BoneKEy-Osteovision | Commentary

Dual mode of action of androgens on the skeleton: Are androgen receptor and estrogen receptor activation equally important at the same time and place?

Katrien Venken
Dirk Vanderschueren


Commentary on: Matsumoto C, Inada M, Toda K, Miyaura C. Estrogen and androgen play distinct roles in bone turnover in male mice before and after reaching sexual maturity. Bone. 2005 Oct 5; [Epub ahead of print]

Skeletal actions of androgens may result from direct activation of the androgen receptor (AR), or may alternatively depend on stimulation of the estrogen receptor α (ERα) following aromatization of testicular and/or adrenal androgens into estrogens (). This concept of “dual mode of action” of androgens is primarily based on replacement studies performed in mice with either a disrupted ERα gene () or inactive AR (). Both receptors are essential for normal skeletal growth and bone mineral acquisition in both mice and humans ().

Although it has been clearly demonstrated that both androgens and estrogens are critically important for male bone homeostasis, the relative impact of AR versus ERα activation for male bone physiology remains unsettled. This raises the question of whether both AR- and ER-mediated androgen actions are equally important at the same ‘time’ and at the same ‘place’. One of the pending issues in this respect is whether trabecular and cortical bone are equally affected by both sex steroids during and after puberty and whether trabecular and cortical bone are equally sensitive to both modes of action.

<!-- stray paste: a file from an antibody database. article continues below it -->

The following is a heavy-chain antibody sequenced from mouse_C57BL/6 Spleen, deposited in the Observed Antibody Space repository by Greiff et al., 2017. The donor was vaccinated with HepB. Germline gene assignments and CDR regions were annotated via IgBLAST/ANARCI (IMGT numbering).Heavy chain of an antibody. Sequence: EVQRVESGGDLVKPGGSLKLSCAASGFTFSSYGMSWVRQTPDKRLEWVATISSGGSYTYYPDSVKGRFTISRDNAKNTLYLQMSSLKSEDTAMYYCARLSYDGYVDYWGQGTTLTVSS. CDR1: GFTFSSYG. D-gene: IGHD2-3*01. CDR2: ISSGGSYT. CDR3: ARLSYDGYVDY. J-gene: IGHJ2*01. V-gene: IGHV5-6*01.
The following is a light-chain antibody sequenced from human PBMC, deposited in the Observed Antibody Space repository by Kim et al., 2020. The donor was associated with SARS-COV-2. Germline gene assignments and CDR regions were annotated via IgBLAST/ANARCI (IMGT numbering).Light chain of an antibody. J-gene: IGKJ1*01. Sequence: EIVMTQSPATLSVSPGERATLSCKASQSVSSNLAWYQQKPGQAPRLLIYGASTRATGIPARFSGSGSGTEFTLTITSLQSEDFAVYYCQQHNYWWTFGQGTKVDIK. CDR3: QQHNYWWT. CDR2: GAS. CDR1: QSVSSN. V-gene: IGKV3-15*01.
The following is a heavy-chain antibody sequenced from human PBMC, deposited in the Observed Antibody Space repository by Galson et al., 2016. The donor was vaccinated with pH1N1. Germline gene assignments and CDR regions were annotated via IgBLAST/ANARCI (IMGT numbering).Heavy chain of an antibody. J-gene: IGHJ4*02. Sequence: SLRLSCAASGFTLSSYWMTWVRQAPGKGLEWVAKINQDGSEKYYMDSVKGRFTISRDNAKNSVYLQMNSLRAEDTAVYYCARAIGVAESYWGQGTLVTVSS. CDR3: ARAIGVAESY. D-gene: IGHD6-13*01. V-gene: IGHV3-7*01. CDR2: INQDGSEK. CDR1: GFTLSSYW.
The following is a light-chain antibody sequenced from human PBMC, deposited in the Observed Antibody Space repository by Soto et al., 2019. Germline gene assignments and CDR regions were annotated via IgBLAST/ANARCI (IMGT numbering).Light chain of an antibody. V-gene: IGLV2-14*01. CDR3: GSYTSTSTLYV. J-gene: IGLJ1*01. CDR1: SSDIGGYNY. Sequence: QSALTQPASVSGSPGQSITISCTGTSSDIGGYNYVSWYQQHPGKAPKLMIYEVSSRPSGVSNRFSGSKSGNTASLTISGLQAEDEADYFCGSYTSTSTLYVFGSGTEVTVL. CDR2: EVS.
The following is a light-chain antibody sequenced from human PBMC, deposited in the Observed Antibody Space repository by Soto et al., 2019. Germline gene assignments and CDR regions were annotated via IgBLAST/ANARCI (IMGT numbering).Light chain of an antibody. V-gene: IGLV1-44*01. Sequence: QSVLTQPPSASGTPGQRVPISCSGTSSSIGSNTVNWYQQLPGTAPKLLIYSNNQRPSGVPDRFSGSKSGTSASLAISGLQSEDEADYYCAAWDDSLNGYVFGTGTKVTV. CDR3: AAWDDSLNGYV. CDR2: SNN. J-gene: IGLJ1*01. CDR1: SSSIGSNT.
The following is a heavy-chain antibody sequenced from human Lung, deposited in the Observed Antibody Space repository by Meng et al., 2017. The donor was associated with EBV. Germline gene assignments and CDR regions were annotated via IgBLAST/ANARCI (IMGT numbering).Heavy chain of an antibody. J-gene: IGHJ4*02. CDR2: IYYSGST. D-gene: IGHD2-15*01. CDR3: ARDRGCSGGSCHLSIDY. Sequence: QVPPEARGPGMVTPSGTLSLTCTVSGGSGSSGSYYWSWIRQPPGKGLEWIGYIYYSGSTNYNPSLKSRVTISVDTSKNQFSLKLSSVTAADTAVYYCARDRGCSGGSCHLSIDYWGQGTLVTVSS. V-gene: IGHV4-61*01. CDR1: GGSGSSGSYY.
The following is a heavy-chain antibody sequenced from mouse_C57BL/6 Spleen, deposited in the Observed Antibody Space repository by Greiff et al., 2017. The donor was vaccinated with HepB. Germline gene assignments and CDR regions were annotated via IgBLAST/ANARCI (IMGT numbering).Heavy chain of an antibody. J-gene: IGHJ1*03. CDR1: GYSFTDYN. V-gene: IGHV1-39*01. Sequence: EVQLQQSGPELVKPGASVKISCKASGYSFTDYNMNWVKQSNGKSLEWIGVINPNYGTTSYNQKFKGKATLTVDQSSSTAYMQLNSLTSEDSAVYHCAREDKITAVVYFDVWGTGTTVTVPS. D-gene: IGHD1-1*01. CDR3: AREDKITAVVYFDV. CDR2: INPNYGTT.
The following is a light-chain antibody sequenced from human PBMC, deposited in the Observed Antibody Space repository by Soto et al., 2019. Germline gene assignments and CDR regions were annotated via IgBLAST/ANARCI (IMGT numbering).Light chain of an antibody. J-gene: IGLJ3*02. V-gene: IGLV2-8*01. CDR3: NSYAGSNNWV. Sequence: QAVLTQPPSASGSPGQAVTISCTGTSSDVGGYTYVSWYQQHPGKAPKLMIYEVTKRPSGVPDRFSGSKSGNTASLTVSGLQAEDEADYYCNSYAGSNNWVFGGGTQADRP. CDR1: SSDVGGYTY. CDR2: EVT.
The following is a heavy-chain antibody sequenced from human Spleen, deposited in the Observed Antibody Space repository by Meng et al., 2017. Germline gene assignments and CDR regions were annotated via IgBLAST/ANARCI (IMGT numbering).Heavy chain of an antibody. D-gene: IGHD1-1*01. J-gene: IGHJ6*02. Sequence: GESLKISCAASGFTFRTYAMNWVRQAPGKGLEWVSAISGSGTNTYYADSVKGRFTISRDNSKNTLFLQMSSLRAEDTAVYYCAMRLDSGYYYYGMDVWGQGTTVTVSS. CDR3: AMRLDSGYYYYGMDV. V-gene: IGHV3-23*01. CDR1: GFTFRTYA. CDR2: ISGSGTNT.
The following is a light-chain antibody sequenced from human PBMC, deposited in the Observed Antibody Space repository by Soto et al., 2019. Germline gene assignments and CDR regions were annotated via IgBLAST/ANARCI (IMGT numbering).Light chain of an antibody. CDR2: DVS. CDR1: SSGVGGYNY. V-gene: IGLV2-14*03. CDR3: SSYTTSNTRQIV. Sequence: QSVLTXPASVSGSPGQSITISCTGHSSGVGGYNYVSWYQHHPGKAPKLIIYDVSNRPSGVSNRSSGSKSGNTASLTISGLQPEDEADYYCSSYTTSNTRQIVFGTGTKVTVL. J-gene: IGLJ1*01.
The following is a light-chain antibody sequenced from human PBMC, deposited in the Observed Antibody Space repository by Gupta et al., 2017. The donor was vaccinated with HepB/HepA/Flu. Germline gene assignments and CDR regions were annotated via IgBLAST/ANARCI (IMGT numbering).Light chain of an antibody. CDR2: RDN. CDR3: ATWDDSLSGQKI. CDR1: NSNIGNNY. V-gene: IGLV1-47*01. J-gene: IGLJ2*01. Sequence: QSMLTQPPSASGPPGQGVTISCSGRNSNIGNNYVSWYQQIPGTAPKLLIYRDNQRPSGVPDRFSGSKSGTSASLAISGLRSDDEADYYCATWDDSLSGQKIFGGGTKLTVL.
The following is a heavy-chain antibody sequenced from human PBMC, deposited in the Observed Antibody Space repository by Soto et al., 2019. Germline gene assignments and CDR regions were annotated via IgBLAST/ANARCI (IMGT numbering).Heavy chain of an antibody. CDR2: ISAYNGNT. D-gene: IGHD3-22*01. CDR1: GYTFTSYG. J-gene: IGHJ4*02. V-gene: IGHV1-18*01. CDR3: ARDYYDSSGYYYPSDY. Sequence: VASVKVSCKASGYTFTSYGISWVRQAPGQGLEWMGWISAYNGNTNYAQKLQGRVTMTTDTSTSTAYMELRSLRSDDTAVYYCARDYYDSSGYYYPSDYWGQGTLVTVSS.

In a recent article by Matsumoto et al. (), sex steroid deficiency was induced by orchidectomy in wild-type (WT) mice at 3 weeks (start of puberty) and 7 weeks (late puberty) of age, respectively. All animals were sacrificed 4 weeks later and trabecular and cortical bone parameters were compared to sham-operated WT mice. In line with previous observations (), periosteal bone formation significantly declined between 7 weeks (late puberty) and 11 weeks (maturity) of age in sham-operated WT mice. Sex steroid deficiency, as induced by orchidectomy, further reduced the periosteal bone formation rate, but only when performed at 3 weeks of age, and not at 7 weeks of age. This finding suggests that puberty represents a critical time window during which cortical bone is apparently more responsive to the effects of sex steroid deficiency. However, it remains unclear why periosteal bone cell proliferation is more sensitive to sex steroid deficiency during puberty compared to later stages. Very few studies have measured periosteal bone formation by dynamic histomorphometry in mice, and none have done so at different ages. In rats, on the other hand, earlier studies found a reduction of cortical bone area following orchidectomy even when the procedure was performed after puberty (). Differences in periosteal bone formation rates in orchidectomized rodents may be explained by species differences or by differences in experimental procedure, such as age or duration of sex steroid deficiency. The study by Matsumoto et al. () clearly indicates that mice may be more responsive to the effects of orchidectomy when performed at the start of puberty rather than during early adulthood. Interestingly, although trabecular bone was not examined in this study, several studies demonstrate that orchidectomy reduces trabecular bone to a similar extent both during and after puberty. Therefore, in contrast to cortical bone, trabecular bone seems equally sensitive to orchidectomy performed during or after skeletal maturation.